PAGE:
ny great things. His vanity had triumphed in the previous encounter; he had shown himself as a rich man, happy and scornful, to two persons who had scorned him when he was poor and wretched. But how could a poet, like an old diplomate, run the gauntlet with two self-styled friends, who had welcomed him in misery, under whose roof he had slept in the worst of his troubles? Finot, Blondet, and he had groveled together; they had wallowed in such orgies as consume something more than money. Like soldiers who find no market for their courage, Lucien had just done what many men do in Paris: he had still further compromised his character by shaking Finot's hand, and not rejecting Blondet's affection.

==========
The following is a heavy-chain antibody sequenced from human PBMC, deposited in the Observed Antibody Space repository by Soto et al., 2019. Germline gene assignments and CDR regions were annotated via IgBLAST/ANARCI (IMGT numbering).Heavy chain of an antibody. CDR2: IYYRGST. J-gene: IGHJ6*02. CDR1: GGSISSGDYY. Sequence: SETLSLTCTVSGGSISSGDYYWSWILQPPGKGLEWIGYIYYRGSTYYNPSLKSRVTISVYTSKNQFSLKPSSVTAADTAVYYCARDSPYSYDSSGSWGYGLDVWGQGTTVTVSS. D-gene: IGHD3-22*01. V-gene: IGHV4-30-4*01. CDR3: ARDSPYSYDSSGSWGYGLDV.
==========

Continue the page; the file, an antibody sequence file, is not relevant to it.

Every man who has dabbled, or still dabbles, in journalism is under the painful necessity of bowing to men he despises, of smiling at his dearest foe, of compounding the foulest meanness, of soiling his fingers to pay his aggressors in their own coin. He becomes used to seeing evil done, and passing it over; he begin